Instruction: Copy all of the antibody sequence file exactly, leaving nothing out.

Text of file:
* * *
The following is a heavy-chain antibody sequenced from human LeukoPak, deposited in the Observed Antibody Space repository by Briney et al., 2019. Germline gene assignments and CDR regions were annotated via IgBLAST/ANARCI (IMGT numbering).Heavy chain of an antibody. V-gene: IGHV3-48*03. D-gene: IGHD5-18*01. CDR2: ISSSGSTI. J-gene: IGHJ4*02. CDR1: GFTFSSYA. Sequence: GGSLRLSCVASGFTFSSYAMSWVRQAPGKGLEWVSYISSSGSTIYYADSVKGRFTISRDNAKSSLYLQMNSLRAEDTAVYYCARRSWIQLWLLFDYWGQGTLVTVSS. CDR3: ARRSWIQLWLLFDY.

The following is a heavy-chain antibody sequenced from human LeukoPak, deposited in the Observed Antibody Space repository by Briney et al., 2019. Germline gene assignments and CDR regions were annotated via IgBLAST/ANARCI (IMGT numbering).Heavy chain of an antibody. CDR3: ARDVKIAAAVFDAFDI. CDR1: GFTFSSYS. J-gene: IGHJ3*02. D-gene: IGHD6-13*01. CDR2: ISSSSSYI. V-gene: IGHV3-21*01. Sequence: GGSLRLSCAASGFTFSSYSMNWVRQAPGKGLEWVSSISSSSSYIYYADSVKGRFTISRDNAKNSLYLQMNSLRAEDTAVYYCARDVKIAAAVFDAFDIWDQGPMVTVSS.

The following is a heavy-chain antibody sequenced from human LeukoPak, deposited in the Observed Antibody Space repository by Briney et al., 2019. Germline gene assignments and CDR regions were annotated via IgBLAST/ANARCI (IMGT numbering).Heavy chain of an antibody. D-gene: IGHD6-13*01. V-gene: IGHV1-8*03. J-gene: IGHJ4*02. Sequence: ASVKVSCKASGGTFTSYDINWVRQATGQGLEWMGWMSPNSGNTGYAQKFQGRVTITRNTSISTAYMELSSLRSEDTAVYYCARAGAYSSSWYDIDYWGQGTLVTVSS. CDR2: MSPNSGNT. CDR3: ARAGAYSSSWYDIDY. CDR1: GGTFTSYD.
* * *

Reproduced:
The following is a heavy-chain antibody sequenced from human LeukoPak, deposited in the Observed Antibody Space repository by Briney et al., 2019. Germline gene assignments and CDR regions were annotated via IgBLAST/ANARCI (IMGT numbering).Heavy chain of an antibody. V-gene: IGHV3-48*03. D-gene: IGHD5-18*01. CDR2: ISSSGSTI. J-gene: IGHJ4*02. CDR1: GFTFSSYA. Sequence: GGSLRLSCVASGFTFSSYAMSWVRQAPGKGLEWVSYISSSGSTIYYADSVKGRFTISRDNAKSSLYLQMNSLRAEDTAVYYCARRSWIQLWLLFDYWGQGTLVTVSS. CDR3: ARRSWIQLWLLFDY.

The following is a heavy-chain antibody sequenced from human LeukoPak, deposited in the Observed Antibody Space repository by Briney et al., 2019. Germline gene assignments and CDR regions were annotated via IgBLAST/ANARCI (IMGT numbering).Heavy chain of an antibody. CDR3: ARDVKIAAAVFDAFDI. CDR1: GFTFSSYS. J-gene: IGHJ3*02. D-gene: IGHD6-13*01. CDR2: ISSSSSYI. V-gene: IGHV3-21*01. Sequence: GGSLRLSCAASGFTFSSYSMNWVRQAPGKGLEWVSSISSSSSYIYYADSVKGRFTISRDNAKNSLYLQMNSLRAEDTAVYYCARDVKIAAAVFDAFDIWDQGPMVTVSS.

The following is a heavy-chain antibody sequenced from human LeukoPak, deposited in the Observed Antibody Space repository by Briney et al., 2019. Germline gene assignments and CDR regions were annotated via IgBLAST/ANARCI (IMGT numbering).Heavy chain of an antibody. D-gene: IGHD6-13*01. V-gene: IGHV1-8*03. J-gene: IGHJ4*02. Sequence: ASVKVSCKASGGTFTSYDINWVRQATGQGLEWMGWMSPNSGNTGYAQKFQGRVTITRNTSISTAYMELSSLRSEDTAVYYCARAGAYSSSWYDIDYWGQGTLVTVSS. CDR2: MSPNSGNT. CDR3: ARAGAYSSSWYDIDY. CDR1: GGTFTSYD.